Opening of tourism gates to spur economy

GOVERNMENT’s move to reopen the Tourism sector could not have come at any other better time, especially now when COVID- 19 related deaths and cases are sharply decreasing, but however, citizens should not be complacent and let their guard down.
Global lessons learnt so far should act as a guideline both for authorities and the general citizenry.
Many nations including China, United Kingdom, USA and nearer to home, South Africa, among a host of others have experienced second waves of the pandemic, resulting, sadly, in thousands of deaths, as people let their guard by not practising regulations such as wearing of masks and most importantly social distancing to prevent the further spread of the pandemic.
It was refreshing to listen and note points stated by the Honourable minister of Environment, Climate, Tourism and Hospitality Industry, Hon. Nqobizita M. Ndhlovu calling on tourism stakeholders to adhere to the set COVID- 19 preventative regulations in order to instil confidence in the sector to enable growth, especially after a long time of stagnation, a time where many were laid-off their workplaces, as the pandemic took its toll on the tourism industry.
Hence, as the tourism industry opens its gates to the domestic tourist and the wider world, caution should be seriously taken, as there is still no cure to the virus, save for each and every being practising the World Health Organisation’s regulations to keep everyone safe.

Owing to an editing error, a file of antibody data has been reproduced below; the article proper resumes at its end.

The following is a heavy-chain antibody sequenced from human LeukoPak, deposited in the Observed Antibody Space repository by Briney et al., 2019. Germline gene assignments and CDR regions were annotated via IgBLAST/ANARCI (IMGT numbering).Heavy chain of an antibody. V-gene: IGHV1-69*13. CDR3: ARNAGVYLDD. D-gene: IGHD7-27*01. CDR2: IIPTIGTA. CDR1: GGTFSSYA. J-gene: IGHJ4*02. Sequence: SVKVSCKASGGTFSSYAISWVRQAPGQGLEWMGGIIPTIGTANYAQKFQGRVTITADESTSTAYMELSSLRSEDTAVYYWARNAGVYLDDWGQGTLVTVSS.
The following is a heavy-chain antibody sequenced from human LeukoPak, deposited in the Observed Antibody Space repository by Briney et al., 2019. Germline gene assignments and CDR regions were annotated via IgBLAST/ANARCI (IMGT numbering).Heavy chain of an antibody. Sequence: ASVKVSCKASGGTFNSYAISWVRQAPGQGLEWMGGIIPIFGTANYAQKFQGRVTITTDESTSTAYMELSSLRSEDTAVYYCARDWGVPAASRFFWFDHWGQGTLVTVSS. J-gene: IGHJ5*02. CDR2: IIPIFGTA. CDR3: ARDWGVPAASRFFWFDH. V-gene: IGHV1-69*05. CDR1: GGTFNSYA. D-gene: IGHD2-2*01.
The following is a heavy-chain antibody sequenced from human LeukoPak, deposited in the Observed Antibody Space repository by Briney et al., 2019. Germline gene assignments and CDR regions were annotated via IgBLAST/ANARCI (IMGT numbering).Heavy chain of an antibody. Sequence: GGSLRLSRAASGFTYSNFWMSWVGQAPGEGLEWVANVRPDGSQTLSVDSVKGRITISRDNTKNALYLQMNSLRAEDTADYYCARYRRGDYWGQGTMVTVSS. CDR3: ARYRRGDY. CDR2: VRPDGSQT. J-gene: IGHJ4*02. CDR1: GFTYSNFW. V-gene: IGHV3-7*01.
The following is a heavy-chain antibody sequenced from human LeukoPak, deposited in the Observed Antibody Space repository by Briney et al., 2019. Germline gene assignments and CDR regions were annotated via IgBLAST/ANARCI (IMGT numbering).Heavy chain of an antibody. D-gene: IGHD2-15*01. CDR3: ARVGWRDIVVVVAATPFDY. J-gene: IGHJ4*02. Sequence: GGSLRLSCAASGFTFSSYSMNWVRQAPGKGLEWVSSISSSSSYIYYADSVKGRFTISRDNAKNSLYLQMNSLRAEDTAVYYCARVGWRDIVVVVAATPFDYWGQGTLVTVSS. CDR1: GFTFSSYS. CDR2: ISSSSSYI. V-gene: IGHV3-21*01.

The onus is now on service providers in the sector practice good hygiene levels, while also making sure that their guests are tested for COVID- 19, and making sure they (guests) adhere to the new normal standards of life, in light of curbing the pandemic.
As a nation, the tourism industry has been one of the major contributors to the gross domestic product, hence opening up the sector will enable the country’s battered economy to breathe a bit and probably recover since government is seriously considering opening its airports to the international community, but only after domestic flights.
While some will still be sceptical about safety levels with regards o travelling across the country, government’s move will most certainly boost the social morale of communities that have been heavily reliant on tourism for employment and development.
Resort towns in Zimbabwe which come in mind pursuant to that include Kariba, Victoria Falls and communities like Vhumba and other parts of Manicaland that are most dependent on tourism for development.
40% of all destinations worldwide have now eased the restrictions they placed on international tourism response to COVID- 19.
The United Nations World Tourism Organisation (UNWTO) stated that the tourism industry has lost about US$320 million because of the COVID- 19.

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